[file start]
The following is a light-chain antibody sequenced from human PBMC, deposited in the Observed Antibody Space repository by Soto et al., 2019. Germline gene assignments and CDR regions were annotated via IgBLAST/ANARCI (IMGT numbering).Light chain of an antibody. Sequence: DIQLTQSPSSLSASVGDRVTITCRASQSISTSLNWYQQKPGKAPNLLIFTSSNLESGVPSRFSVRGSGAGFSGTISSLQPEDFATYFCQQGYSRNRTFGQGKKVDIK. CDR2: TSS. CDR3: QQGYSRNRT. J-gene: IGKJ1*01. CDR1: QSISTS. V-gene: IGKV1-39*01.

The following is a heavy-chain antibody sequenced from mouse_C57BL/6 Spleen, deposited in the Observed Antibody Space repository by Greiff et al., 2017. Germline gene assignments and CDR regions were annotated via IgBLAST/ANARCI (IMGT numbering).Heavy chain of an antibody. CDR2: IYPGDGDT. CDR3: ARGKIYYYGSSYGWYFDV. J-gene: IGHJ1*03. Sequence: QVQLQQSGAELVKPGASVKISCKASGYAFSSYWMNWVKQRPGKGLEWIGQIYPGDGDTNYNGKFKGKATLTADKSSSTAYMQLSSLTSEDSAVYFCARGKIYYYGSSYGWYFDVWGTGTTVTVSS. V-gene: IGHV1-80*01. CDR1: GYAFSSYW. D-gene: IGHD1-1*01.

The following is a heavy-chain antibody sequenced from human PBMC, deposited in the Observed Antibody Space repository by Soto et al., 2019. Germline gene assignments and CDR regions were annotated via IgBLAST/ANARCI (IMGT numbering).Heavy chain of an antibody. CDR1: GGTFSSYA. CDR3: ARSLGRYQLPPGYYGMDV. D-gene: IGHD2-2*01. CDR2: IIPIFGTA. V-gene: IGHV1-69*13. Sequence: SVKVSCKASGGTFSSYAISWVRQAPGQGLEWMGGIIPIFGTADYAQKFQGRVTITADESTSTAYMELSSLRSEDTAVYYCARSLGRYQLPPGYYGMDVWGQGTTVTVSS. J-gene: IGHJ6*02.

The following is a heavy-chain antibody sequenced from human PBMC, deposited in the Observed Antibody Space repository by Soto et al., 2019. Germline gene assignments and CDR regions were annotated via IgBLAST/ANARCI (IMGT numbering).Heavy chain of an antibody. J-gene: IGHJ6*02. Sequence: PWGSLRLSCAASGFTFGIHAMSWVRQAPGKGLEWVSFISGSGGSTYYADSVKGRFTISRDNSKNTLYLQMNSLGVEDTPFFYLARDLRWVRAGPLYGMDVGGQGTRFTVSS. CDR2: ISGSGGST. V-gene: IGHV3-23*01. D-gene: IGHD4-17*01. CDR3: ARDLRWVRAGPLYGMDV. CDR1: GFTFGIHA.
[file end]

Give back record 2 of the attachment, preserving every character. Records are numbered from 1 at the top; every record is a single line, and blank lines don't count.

The following is a heavy-chain antibody sequenced from mouse_C57BL/6 Spleen, deposited in the Observed Antibody Space repository by Greiff et al., 2017. Germline gene assignments and CDR regions were annotated via IgBLAST/ANARCI (IMGT numbering).Heavy chain of an antibody. CDR2: IYPGDGDT. CDR3: ARGKIYYYGSSYGWYFDV. J-gene: IGHJ1*03. Sequence: QVQLQQSGAELVKPGASVKISCKASGYAFSSYWMNWVKQRPGKGLEWIGQIYPGDGDTNYNGKFKGKATLTADKSSSTAYMQLSSLTSEDSAVYFCARGKIYYYGSSYGWYFDVWGTGTTVTVSS. V-gene: IGHV1-80*01. CDR1: GYAFSSYW. D-gene: IGHD1-1*01.